Talented Scottish scrum-half Greig Laidlaw has recently announced his retirement from professional rugby, as he looks to use his rugby knowledge and leadership skills in the world of coaching.
Greig Laidlaw quickly made a name for himself as a talented scrum-half whilst playing for Edinburgh in the spring of his career. Following a few seasons of building up his repertoire of skills, his performances earned him a call-up to the Scotland national rugby union team at the start of the last decade. He made his debut in a match against New Zealand, and over the next ten years, he became a regular fixture in the national team.
During his time with Scotland, Laidlaw was known for his leadership qualities and his ability to keep his cool under pressure. He was named captain of the Scotland team in 2015, a position he held until his retirement from international rugby in 2019.
Having played for Gloucester and Clermont Auvergne for many years, he currently plies his trade for the Japanese club Urayasu D-Rocks, for whom his playing journey ends.
Writing on Instagram, Laidlaw was keen to detail his future plans:
“We intend as a family to stay in Japan a while longer, but it is here I will finally hang up my playing boots,
“It is time to take everything I have learnt from a playing career I could only have dreamt of and move on into coaching.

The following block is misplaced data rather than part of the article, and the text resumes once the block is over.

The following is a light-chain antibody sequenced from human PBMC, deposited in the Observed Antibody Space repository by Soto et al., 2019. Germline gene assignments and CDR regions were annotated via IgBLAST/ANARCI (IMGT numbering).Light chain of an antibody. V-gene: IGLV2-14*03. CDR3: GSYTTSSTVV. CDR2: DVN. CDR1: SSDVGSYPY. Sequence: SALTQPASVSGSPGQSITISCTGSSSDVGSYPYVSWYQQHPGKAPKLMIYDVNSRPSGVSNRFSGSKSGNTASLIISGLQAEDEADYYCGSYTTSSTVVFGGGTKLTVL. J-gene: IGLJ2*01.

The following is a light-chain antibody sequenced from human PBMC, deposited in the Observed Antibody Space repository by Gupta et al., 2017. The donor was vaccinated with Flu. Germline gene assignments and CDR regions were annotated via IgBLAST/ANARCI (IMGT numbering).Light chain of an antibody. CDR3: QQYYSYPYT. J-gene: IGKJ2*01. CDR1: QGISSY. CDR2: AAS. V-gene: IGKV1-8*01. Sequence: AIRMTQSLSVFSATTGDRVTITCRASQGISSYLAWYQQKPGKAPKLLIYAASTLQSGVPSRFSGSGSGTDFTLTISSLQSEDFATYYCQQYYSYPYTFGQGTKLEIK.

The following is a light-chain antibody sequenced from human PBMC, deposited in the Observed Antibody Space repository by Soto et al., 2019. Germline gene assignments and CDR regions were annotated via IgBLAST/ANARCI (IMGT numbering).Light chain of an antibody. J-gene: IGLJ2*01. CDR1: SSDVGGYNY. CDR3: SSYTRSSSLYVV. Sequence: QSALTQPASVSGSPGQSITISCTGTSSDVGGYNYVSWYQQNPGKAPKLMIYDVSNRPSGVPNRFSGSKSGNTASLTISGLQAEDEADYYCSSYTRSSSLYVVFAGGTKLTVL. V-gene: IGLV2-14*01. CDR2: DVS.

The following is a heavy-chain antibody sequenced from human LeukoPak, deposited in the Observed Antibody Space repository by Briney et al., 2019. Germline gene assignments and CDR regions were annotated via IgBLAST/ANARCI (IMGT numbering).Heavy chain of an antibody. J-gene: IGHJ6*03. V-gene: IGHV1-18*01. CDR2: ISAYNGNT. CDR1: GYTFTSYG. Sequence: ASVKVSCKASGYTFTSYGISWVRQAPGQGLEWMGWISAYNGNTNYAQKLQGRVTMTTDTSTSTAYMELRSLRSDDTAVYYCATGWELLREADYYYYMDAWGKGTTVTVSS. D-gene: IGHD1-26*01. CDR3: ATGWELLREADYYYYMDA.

“Throughout my playing career I have pushed myself, I have taken on new experiences, continuously learnt and immersed myself in different cultures.
“I have always enjoyed figuring out how to work as a team and how to get the best out of my team-mates, things I will take with me and continue to develop.
“I believe I have developed a really strong skillset in performing under pressure and leadership – the two areas that I have learnt most about and that have always fascinated me.”
Laidlaw has always been a firm favourite with fans and teammates alike, summed up perfectly by Mark Palmer of The Times, when he had the following to say about the Scotsman:
“He was a guy for the big occasion, for any occasion really, and that ability to respond with wit, wisdom and grace to the challenge in front of him will serve the 37-year-old well as he moves to the other side of the white line. We certainly have not heard the last of this little giant among men.”